Basquiat's iconoclastic oeuvre revolves around the human figure. Exploiting the creative potential of free association and past experience, he created deeply personal, often autobiographical, images by drawing liberally from such disparate fields as urban street culture, music, poetry, Christian iconography, African-American and Aztec cultural histories and a broad range of art historical sources.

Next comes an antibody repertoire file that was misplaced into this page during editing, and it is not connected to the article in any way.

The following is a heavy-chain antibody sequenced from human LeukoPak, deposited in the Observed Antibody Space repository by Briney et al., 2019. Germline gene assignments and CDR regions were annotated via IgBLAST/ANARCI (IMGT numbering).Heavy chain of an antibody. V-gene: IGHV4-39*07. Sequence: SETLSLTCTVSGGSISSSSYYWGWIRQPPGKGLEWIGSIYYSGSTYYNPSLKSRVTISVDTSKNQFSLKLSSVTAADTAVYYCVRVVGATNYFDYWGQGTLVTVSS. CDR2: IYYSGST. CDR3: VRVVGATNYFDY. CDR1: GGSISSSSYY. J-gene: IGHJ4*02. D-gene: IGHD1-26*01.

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36

Untitled (From Leonardo)

oilstick and acrylic on acetate, in 5 parts
each 106.5 x 91.5 cm (41 7/8 x 36 in.)
Executed in 1983.

Estimate
£500,000 - 700,000 

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Contact Specialist

Rosanna Widén

Director, Senior Specialist
Head of Evening Sale, 20th Century & Contemporary Art

44 20 7318 4060
rwiden@phillips.com

20th Century & Contemporary Art Evening Sale

London Auction 27 June 2019